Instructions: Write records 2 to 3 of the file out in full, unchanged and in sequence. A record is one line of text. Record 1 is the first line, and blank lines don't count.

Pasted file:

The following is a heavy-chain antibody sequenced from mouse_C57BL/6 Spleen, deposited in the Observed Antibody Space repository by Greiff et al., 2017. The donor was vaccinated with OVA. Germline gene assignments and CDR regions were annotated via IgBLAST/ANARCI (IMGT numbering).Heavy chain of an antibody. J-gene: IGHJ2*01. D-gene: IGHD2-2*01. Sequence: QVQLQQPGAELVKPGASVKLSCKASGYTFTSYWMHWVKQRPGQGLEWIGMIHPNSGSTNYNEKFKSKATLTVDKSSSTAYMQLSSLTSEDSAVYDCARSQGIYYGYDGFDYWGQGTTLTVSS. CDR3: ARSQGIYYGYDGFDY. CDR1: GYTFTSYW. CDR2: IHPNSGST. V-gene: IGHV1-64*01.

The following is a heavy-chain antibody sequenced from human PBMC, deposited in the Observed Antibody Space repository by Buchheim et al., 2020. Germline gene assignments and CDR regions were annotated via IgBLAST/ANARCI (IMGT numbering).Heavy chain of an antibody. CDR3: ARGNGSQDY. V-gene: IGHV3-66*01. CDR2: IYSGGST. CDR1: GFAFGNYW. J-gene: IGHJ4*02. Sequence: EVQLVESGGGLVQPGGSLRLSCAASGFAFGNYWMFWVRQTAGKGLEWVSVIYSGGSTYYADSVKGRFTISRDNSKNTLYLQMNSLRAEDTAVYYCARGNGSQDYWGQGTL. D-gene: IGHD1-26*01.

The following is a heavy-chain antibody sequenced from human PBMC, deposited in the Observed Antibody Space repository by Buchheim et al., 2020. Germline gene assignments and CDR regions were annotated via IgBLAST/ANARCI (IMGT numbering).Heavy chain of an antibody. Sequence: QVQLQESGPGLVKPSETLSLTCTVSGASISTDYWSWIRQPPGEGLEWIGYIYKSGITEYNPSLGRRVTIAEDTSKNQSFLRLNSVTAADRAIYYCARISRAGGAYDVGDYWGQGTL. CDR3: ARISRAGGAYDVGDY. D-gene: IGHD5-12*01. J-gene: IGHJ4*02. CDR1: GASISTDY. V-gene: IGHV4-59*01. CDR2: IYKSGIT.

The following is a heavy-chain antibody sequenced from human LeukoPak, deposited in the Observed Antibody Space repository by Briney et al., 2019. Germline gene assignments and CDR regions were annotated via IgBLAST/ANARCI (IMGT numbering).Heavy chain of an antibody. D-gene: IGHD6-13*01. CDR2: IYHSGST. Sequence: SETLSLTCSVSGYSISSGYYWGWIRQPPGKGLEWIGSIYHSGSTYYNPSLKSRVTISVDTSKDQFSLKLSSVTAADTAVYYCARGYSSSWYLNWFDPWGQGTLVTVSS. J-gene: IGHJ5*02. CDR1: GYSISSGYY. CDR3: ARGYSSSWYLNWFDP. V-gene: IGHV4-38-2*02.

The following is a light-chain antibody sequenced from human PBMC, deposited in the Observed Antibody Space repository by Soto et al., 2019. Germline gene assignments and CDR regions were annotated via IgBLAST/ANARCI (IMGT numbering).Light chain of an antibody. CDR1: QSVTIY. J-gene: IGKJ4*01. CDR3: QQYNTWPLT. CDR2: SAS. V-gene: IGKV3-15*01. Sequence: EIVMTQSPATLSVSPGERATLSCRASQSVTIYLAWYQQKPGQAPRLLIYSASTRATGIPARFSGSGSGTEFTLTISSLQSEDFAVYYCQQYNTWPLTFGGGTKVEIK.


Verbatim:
The following is a heavy-chain antibody sequenced from human PBMC, deposited in the Observed Antibody Space repository by Buchheim et al., 2020. Germline gene assignments and CDR regions were annotated via IgBLAST/ANARCI (IMGT numbering).Heavy chain of an antibody. CDR3: ARGNGSQDY. V-gene: IGHV3-66*01. CDR2: IYSGGST. CDR1: GFAFGNYW. J-gene: IGHJ4*02. Sequence: EVQLVESGGGLVQPGGSLRLSCAASGFAFGNYWMFWVRQTAGKGLEWVSVIYSGGSTYYADSVKGRFTISRDNSKNTLYLQMNSLRAEDTAVYYCARGNGSQDYWGQGTL. D-gene: IGHD1-26*01.

The following is a heavy-chain antibody sequenced from human PBMC, deposited in the Observed Antibody Space repository by Buchheim et al., 2020. Germline gene assignments and CDR regions were annotated via IgBLAST/ANARCI (IMGT numbering).Heavy chain of an antibody. Sequence: QVQLQESGPGLVKPSETLSLTCTVSGASISTDYWSWIRQPPGEGLEWIGYIYKSGITEYNPSLGRRVTIAEDTSKNQSFLRLNSVTAADRAIYYCARISRAGGAYDVGDYWGQGTL. CDR3: ARISRAGGAYDVGDY. D-gene: IGHD5-12*01. J-gene: IGHJ4*02. CDR1: GASISTDY. V-gene: IGHV4-59*01. CDR2: IYKSGIT.